Economic development and disparities it creates globally are the issues confronted by the policy makers. These issues are emanating and giving way to new issues and challenges like a never ending conundrum. Same is the story of India and the widening gulf between Haves and Have not.
While some states have achieved new economic heights, but the social indicators of the so-called economically developed states lag behind. Among other issues, forced migration has been a very contentious issue.
Traditionally migration is witnessed in areas of high economic activity. But in Kashmir, we witness an intriguing phenomenon. Here economic activities are limited, industrial development trying to pick up since ages and resources constrained. But still every year people from other states flock here to the extent that it has created a public discourse. Among the migrated lots, begging remains to be the issue we encounter every other day.
You board a local bus or walk down a street, scores of mendicants will pounce on you. These people come in different age groups and states but the most disheartening is to see children who should have been going to some school. It is startling how children across India are being guaranteed right to education and increasing efforts are made to provide them a skill set yet, we seem to overlook these unfortunate children.
We are sure if their issues are taken as a case study and investigated, glaring human rights violations are evident to surface. It is simply unfortunate to see these children in dilapidated state yet we overlook them and walk past as if they are no better than the stray dogs just sitting next to them!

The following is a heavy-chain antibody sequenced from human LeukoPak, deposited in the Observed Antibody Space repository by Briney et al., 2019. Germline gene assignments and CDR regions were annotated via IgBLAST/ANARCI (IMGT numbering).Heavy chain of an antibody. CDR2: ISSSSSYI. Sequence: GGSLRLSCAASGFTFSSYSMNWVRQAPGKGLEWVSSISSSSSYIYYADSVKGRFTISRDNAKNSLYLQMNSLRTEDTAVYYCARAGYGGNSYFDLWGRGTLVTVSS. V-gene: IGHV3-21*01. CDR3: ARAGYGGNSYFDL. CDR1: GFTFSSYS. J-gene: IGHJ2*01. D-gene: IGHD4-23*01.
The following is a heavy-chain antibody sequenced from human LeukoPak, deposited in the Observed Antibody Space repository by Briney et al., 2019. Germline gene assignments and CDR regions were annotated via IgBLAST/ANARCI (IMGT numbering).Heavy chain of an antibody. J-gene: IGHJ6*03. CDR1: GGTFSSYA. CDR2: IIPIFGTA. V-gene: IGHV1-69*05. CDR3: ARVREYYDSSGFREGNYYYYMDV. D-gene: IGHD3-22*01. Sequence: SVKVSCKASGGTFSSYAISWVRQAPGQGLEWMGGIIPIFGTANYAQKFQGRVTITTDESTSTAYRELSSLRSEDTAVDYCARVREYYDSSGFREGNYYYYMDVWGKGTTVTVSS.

There is yet another aspect to it. This begging has emerged as a silent industry wherein people have business associated to it. It still remains a question as to how people who cannot even walk an inch manage to travel thousands of miles and end up in Kashmir. This won’t be possible unless it is being sustained in a systematic way.
Our cities had a unique distinction of being slum free. But over these years, we have seen how government lands which could be used for vital interests of the state and its people are turned into dark patches. With the result, the unregulated flux of beggars is emerging as a law and order problem where we have seen numerous instances of crime being committed by these people.
Kashmir has been an open society and it is known for its hospitality for ages. Having said that we need to make a clear distinction between people who come from outside to work here and contribute towards its progress and its people. We acknowledge the hardworking people so much that villages, which traditionally were dominated by local labour, are increasingly becoming lucrative for outsiders. They can be seen working even in our paddy fields!
So there is a dire need to identify the non-state subjects and issuing work permits besides taking corrective efforts to handle this mess of begging. This would not only help to regulate labour, ensure human rights to these unfortunate people, but also throttle the people who facilitate this murky affair.
This won’t be a difficult task for the government looking at the way Adhaar project was implemented with full political will and policy support. This would also contribute to streamline the unorganized and organized segment of our economy.
For this government needs to take this issue with state and Delhi besides bringing necessary legislations. If this issue is not taken seriously now, this is bound to engulf our state in ways we cannot even imagine of.
Sajad-ul-Haq Lone is an engineering student aspiring to be an IAS officer.